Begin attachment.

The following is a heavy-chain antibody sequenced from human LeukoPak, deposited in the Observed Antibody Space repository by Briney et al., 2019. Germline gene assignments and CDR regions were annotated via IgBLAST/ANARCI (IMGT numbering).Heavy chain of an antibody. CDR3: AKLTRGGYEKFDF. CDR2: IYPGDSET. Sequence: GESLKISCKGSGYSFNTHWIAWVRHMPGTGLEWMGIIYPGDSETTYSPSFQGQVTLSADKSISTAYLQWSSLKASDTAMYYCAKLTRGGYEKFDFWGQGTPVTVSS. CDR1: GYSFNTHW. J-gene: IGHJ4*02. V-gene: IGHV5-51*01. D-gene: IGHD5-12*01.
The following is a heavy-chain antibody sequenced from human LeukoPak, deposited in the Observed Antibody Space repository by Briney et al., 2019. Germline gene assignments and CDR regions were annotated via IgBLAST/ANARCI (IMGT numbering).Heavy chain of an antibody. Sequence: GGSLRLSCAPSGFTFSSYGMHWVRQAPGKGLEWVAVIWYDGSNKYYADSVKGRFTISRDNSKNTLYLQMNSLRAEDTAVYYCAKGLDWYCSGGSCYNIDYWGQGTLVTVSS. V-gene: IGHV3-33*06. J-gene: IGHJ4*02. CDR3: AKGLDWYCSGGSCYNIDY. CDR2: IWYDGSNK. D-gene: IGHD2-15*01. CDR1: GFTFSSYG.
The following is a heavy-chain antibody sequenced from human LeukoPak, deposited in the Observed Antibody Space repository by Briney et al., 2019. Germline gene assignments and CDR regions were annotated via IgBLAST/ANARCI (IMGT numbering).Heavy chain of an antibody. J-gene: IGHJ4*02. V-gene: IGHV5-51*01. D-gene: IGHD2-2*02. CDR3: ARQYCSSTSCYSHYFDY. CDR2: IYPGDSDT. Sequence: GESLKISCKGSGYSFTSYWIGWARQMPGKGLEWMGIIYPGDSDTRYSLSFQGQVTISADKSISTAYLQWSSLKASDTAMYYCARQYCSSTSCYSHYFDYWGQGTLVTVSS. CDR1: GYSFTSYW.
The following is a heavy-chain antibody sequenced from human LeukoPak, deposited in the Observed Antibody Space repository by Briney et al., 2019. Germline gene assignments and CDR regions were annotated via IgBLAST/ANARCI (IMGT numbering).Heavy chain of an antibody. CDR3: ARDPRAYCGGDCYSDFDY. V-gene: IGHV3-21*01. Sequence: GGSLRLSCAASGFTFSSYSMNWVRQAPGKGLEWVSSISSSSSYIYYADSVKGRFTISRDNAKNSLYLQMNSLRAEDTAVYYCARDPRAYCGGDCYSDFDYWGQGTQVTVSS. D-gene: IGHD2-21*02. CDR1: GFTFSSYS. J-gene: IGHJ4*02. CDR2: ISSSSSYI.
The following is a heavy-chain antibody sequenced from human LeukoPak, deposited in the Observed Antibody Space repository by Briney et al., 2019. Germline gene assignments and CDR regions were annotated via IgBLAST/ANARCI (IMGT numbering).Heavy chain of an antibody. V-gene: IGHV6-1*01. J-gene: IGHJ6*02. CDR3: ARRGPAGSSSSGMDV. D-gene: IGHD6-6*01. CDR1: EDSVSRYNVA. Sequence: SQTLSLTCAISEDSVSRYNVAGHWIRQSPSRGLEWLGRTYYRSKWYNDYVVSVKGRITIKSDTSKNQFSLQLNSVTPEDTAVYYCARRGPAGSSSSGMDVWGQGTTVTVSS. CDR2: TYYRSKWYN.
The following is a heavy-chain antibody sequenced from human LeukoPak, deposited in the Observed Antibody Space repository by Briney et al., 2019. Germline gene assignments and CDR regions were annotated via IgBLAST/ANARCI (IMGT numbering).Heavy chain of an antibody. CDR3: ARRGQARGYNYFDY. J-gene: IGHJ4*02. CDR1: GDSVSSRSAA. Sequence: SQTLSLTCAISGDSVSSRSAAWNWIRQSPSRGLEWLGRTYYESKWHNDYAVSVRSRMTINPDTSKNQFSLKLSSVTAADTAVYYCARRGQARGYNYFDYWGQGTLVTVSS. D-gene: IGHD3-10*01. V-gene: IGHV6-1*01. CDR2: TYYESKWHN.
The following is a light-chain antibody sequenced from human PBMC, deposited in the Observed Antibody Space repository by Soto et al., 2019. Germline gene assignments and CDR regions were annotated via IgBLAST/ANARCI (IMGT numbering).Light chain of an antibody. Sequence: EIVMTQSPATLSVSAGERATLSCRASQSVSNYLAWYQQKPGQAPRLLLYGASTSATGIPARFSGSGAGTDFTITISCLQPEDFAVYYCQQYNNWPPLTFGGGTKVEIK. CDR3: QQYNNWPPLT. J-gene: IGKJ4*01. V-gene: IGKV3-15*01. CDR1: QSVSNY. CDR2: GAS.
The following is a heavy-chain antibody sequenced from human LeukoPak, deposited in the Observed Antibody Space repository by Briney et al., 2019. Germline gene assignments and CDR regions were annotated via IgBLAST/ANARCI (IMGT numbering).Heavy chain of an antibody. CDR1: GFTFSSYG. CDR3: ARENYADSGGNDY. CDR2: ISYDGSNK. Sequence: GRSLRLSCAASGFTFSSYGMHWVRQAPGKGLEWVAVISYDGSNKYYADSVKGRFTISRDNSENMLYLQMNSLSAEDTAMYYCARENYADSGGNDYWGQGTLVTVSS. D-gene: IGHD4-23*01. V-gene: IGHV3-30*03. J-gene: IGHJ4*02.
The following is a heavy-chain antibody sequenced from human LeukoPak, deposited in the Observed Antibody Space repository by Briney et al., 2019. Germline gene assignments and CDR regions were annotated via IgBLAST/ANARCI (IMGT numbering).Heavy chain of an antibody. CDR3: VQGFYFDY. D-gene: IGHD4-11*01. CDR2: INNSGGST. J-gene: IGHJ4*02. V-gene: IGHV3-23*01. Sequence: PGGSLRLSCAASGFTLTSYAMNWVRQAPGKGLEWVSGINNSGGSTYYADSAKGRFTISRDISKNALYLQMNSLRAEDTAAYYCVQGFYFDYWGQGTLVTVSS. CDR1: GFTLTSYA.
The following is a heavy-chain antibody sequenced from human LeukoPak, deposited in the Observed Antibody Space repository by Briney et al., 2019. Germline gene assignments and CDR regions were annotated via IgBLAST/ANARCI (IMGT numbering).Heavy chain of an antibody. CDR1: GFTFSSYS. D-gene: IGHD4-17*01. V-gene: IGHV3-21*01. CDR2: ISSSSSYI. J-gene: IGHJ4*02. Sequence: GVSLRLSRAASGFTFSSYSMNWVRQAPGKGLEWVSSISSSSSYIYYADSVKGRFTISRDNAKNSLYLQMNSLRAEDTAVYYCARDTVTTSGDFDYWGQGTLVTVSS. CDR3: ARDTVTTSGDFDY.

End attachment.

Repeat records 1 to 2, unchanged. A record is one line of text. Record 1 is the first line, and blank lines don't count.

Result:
The following is a heavy-chain antibody sequenced from human LeukoPak, deposited in the Observed Antibody Space repository by Briney et al., 2019. Germline gene assignments and CDR regions were annotated via IgBLAST/ANARCI (IMGT numbering).Heavy chain of an antibody. CDR3: AKLTRGGYEKFDF. CDR2: IYPGDSET. Sequence: GESLKISCKGSGYSFNTHWIAWVRHMPGTGLEWMGIIYPGDSETTYSPSFQGQVTLSADKSISTAYLQWSSLKASDTAMYYCAKLTRGGYEKFDFWGQGTPVTVSS. CDR1: GYSFNTHW. J-gene: IGHJ4*02. V-gene: IGHV5-51*01. D-gene: IGHD5-12*01.
The following is a heavy-chain antibody sequenced from human LeukoPak, deposited in the Observed Antibody Space repository by Briney et al., 2019. Germline gene assignments and CDR regions were annotated via IgBLAST/ANARCI (IMGT numbering).Heavy chain of an antibody. Sequence: GGSLRLSCAPSGFTFSSYGMHWVRQAPGKGLEWVAVIWYDGSNKYYADSVKGRFTISRDNSKNTLYLQMNSLRAEDTAVYYCAKGLDWYCSGGSCYNIDYWGQGTLVTVSS. V-gene: IGHV3-33*06. J-gene: IGHJ4*02. CDR3: AKGLDWYCSGGSCYNIDY. CDR2: IWYDGSNK. D-gene: IGHD2-15*01. CDR1: GFTFSSYG.